[Episcopal News Service] The legislative committees on World Mission heard testimony June 23 on six resolutions, five of which were proposed by the Standing Commission on World Mission. Three of the five deal with how Episcopalians engage with, or learn about, mission efforts around the world, and the other two commend the work of two organizations engaged in global mission. The sixth resolution notes the upcoming 80th anniversary of the ordination of the Rev. Florence Li Tim-Oi of Hong Kong, the first woman ordained a priest in the Anglican Communion.
Two of the resolutions previously had a hearing in May, but they and the other four had a number of people testifying in favor at its more recent online meeting.
Overarching the standing commission’s efforts is A016, which encompasses the Way of Love and provides a set of guiding principles for mission for Episcopalians as they work alongside those in other countries “in mutual discovery and deepening of God’s reconciling love.” The resolution also calls for the appointment of a Global Mission Advocate in every diocese, jurisdiction, seminary and diocesan school of ministry, whose job is to promote the guiding principles.
The Rev. Titus Presler, executive director of the Global Episcopal Mission Network, applauded the new guiding principles, saying they “seek to replace the transactional approach to mission with an approach of building relationships of mutuality and companionship.” Helena Mbele-Mbong, a standing commission member from the Convocation of Episcopal Churches in Europe, said that mission efforts of The Episcopal Church have come a long way from the earliest days of sending missionaries. “Fortunately, we have learned over the years that we are not bringers of something good and better, but rather companions,” she said.
Both the bishops’ and deputies’ committees voted to recommend adoption, with the bishops agreeing to place this on the consent calendar in the House of Bishops, which is the house of initial action for World Mission resolutions.
A017 calls on The Episcopal Church to acknowledge and grieve its participation in furthering colonialism through its worldwide mission efforts, calling them antithetical to the Gospel of Jesus, and urges that all mission efforts be marked by a mutuality of relationships. Martha Gardner, standing commission chair, said this resolution goes “hand in hand” with the resolution on guiding principles, noting that the standing commission is trying to promote “doing mission with, not for” others. Both committees recommended that this be adopted, but it was not placed on the consent calendar so the House of Bishops could discuss it.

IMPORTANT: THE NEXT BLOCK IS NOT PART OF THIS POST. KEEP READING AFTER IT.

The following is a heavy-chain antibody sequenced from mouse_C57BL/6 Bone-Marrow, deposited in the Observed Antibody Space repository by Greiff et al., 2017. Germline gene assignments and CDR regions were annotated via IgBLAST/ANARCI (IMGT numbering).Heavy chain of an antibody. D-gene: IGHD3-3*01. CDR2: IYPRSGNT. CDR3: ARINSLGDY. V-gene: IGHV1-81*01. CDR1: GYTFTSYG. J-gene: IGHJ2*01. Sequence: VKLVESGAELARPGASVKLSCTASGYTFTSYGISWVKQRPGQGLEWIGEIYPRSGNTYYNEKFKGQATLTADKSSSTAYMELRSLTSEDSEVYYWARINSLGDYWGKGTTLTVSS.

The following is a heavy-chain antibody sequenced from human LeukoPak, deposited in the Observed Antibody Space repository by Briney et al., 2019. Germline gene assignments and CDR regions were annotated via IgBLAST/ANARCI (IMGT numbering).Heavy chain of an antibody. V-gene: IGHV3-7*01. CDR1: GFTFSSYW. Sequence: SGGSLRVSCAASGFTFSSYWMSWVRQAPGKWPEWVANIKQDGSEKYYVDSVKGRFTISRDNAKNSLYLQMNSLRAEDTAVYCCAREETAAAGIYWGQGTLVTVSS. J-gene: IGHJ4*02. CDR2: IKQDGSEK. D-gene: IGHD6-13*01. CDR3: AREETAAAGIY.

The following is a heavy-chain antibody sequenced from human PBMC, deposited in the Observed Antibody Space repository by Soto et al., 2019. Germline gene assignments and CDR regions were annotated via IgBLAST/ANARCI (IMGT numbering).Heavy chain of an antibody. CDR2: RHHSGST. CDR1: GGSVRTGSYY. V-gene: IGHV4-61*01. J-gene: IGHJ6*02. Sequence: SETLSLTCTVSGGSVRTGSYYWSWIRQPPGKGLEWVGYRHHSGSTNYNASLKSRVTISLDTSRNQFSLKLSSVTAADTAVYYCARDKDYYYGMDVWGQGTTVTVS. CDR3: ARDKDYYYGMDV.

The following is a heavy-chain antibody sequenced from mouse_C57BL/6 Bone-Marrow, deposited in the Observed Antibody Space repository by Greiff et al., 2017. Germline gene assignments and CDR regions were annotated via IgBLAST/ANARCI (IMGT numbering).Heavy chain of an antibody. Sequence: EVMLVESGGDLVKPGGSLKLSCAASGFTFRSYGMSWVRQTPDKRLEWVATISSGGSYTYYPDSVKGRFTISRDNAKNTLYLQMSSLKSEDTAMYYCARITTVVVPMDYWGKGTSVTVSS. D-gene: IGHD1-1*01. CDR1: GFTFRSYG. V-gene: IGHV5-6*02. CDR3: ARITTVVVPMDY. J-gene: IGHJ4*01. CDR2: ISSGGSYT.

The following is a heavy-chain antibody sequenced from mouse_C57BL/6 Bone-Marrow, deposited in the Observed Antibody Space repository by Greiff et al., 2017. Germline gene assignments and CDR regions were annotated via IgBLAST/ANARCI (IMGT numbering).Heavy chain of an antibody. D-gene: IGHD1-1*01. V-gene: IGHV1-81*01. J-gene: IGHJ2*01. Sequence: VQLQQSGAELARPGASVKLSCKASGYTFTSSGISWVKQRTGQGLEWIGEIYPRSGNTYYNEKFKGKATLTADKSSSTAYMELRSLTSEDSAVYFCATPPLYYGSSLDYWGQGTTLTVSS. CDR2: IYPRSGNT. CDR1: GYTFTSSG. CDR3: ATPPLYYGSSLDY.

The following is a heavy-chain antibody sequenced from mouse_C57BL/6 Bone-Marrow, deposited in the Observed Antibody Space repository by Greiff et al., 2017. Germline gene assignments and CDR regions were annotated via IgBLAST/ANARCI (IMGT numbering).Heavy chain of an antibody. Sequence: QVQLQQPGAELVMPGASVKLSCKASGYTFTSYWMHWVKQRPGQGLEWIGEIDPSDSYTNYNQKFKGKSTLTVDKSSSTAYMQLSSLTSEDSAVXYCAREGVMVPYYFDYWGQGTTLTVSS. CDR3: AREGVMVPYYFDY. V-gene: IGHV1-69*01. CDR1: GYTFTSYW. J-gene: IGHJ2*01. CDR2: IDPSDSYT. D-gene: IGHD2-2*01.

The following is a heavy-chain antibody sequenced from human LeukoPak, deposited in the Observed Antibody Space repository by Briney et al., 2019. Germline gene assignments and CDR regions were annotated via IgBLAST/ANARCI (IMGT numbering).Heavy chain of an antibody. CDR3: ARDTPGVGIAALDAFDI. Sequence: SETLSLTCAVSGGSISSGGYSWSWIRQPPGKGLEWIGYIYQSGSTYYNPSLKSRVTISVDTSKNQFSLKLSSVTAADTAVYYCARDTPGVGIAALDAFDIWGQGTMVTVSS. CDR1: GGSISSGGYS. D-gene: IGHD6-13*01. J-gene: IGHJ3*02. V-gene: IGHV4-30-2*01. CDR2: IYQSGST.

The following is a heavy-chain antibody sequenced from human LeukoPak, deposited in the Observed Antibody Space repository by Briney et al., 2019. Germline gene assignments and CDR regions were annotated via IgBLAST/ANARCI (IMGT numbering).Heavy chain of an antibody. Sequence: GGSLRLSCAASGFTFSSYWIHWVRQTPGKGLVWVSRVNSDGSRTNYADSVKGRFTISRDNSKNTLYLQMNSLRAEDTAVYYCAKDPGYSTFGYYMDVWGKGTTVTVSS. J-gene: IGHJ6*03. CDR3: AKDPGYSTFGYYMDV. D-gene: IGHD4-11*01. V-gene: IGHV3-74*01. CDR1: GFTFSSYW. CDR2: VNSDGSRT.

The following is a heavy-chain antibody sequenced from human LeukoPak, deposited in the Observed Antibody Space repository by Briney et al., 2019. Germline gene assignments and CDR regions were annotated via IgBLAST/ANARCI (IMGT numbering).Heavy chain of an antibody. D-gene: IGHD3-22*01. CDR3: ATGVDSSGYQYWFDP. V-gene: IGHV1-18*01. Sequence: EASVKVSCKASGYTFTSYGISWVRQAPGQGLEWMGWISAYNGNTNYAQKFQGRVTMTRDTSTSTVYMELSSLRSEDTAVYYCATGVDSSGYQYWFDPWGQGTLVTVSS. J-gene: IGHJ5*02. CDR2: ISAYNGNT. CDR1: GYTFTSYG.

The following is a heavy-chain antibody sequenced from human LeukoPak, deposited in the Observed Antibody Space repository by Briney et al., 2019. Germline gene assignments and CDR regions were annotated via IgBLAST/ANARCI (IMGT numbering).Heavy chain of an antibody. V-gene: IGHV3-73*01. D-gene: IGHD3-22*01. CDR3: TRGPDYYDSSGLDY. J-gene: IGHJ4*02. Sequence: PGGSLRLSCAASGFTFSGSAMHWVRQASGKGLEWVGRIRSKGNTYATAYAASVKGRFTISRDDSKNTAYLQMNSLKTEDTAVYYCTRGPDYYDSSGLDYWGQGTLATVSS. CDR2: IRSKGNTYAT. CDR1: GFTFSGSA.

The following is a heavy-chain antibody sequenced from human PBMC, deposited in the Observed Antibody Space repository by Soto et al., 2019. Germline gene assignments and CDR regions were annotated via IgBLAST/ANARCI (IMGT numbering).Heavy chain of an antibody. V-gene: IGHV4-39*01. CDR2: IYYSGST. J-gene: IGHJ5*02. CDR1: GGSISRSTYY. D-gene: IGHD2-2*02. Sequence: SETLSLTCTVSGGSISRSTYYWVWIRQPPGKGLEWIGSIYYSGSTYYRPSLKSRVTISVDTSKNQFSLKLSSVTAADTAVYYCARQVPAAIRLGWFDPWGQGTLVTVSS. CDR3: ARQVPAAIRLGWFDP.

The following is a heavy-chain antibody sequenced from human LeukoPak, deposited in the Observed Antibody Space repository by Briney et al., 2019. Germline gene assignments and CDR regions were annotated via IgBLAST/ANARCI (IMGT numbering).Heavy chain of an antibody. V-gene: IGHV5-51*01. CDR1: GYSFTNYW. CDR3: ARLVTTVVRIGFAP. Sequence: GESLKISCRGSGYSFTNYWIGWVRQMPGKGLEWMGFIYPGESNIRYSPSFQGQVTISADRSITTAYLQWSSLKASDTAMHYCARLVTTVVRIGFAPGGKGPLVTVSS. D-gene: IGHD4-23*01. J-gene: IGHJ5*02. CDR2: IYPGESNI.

Making world mission a part of theological education and formation curricula, whether in Episcopal seminaries or in diocesan schools of ministry, is the goal of A018. It also calls on seminaries and schools of ministry to create more online mission formation curricula in languages other than English for use outside the United States. An amendment to the resolution made clear that the creation of these curricula should include input from Anglicans around the world. The committees recommended the adoption and placed it on the House of Bishops’ consent calendar.
A022 commends the work of Episcopal Migration Ministries, whose mission is to welcome and help resettle refugees, and A028 celebrates the work of the Global Episcopal Mission Network and urges individuals and dioceses to support this organization, which is outside the structure of The Episcopal Church but supports its work in global mission. Both resolutions were approved for adoption, but because A028 includes $50,000 for GEMN’s support, bishops decided it would need floor discussion. A022 was placed on the consent calendar.
The 80th anniversary of the priestly ordination of the Rev. Florence Li Tim-Oi will take place in 2024, and D079 calls on the church to acknowledge and celebrate this historic occasion. The resolution notes that since 2006, Li Tim-Oi (who died in 1992) has been commemorated on The Episcopal Church’s Lectionary Calendar on Jan. 24, a commemoration that was made official in 2018. Both committees recommended adoption, and the resolution was placed on the House of Bishops’ consent calendar.
–Melodie Woerman is a freelance writer and former director of communications for the Diocese of Kansas.